Retail

As recently as four years ago, skateboard retailers were mainly surf shops or clothing shops selling jeans in a very “American” ambiance. “Since ’98 we have seen more and more skateboarder-owned shops popping up,” explains V7′s Vaissette, “Hence, there’s a changing of the guard in many cities throughout France. Big surf shops and big clothing shops are not where it’s happening anymore. With the help of the big skateboard-clothing and skate-shoe boom, skate shops are making their mark in the (apparel) business.”

Apart from being the guardians of the temple, small skateboarder-operated shops surely benefited from the growing skateboard-shoe market. “Sixty to 70 percent of our business relies on shoes and clothes,” says Vaissette, “while hardgoods remain stagnant.”

Hoff Distribution is in a similar position. “The biggest part of my skateboarding business lays around Circa Shoes that I want to promote and push even more than this other brand shoes I distributed until recently,” says Michel Hoff. “I multiplied the numbers by five, and I’ll do the same with Circa.” But he’s not stopping there: “I’m closing a deal with Cartel Skateboards, a French deck company that needs a better distribution network. The boards are cheaper than the ones coming from America, and they have a good team of riders that deserve to make some hard cash on royalties.”

Beside that, Hoff is putting his own brand on the market. “With all the taxes, intermediaries and various ad costs, it’s a wonder French kids can afford to buy decks,” he says. “That’s why Prohibition Skateboards will fill the gap in between the American brands (the most expensive), French brands (a few Euros lower), and the cheap Asian decks. Mini Logo boards, but á la French.”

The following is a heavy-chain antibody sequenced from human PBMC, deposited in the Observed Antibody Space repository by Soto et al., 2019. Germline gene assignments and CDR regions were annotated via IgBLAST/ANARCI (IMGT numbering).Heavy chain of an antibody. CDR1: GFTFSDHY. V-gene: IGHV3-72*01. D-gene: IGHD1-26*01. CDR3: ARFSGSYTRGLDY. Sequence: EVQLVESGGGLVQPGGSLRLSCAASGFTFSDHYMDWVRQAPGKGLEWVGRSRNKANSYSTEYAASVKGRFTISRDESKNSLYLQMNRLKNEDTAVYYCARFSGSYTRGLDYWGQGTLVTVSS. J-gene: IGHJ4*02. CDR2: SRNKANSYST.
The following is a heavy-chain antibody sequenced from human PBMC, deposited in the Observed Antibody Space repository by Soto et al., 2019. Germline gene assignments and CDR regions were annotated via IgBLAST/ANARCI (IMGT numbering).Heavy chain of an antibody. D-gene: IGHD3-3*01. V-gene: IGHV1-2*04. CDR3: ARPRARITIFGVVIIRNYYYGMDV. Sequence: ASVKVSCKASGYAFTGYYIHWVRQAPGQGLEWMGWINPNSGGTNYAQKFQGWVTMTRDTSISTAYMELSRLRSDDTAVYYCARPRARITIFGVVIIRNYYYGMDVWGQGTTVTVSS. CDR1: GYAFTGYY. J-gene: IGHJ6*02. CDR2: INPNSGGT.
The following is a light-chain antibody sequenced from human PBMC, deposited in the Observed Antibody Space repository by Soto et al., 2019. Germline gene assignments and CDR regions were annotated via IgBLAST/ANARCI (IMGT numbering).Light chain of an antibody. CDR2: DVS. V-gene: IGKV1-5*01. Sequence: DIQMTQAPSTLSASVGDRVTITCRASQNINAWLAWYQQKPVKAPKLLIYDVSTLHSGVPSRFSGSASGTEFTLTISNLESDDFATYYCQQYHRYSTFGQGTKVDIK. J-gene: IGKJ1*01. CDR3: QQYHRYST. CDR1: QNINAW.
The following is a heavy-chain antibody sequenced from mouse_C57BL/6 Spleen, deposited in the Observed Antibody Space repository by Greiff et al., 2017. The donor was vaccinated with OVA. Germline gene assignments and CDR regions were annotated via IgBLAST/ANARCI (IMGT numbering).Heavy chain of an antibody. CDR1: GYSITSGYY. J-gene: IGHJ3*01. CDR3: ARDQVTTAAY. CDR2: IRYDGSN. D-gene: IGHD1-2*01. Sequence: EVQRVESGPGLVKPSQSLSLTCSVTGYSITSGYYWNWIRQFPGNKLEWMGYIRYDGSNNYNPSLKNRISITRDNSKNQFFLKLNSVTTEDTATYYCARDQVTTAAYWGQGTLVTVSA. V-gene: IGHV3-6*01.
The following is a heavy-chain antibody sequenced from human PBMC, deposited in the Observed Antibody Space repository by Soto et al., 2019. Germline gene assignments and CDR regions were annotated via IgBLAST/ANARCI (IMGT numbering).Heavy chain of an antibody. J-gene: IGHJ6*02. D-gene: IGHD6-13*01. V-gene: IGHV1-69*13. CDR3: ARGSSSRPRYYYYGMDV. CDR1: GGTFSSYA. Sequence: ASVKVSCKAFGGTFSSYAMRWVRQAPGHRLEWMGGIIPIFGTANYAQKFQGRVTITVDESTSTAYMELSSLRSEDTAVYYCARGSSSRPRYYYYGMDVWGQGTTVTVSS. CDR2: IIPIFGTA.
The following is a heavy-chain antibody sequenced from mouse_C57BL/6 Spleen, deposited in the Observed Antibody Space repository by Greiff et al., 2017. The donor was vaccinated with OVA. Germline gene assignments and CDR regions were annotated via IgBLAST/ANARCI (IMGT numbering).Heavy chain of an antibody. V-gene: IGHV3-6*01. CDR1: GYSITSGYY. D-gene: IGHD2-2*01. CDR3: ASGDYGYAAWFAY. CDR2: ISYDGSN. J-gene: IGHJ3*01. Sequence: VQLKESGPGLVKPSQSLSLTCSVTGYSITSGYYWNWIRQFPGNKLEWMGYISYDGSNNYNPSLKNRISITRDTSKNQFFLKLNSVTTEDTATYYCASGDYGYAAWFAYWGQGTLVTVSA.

There are about 200 skate shops in France. Add to that an almost equal number of surf shops, sporting-goods shop, and clothing boutiques with a skateboarding goods corner and you have plenty of shops selling skateboards. Some of the most popular, though, are the ones opened “by skateboarders for skateboarders”–often started in a garage until the necessary funds have been gathered.

Are We Euro Now?

Now the main question is, “Will the new Euro currency and the definite step towards a unique European union help the skateboarding market?” Or to put it bluntly, “Are we going to see more Euro brands and Euro distributorships as opposed to the old-fashioned national distributor in a near future?”

According to Yann Fessier, French Director of TDG, it’s very likely to happen. “We’re opening a French bureau here in Anglet (near Biarritz) and another one in England because we feel that it’s up to us Europeans to take charge of business in Europe,” he says. “Seeing American companies opening offices here is not a bad thing, but why would they do it if we can do it for them?

“With the right bank connections, meaning a bank that has antennae all over Europe, and a good delivery company, sending goods from Germany to France or Germany to England isn’t that big of a deal anymore. Actually,” continues Fessier, “the hardest part in setting a Euro company up is dealing with the different rules and laws in each country. We found out, for instance, that starting TDG in France was harder than starting it in England. Surely, enough CEOs and people in general are more prepared now to act and behave as Europeans than the technocrats.”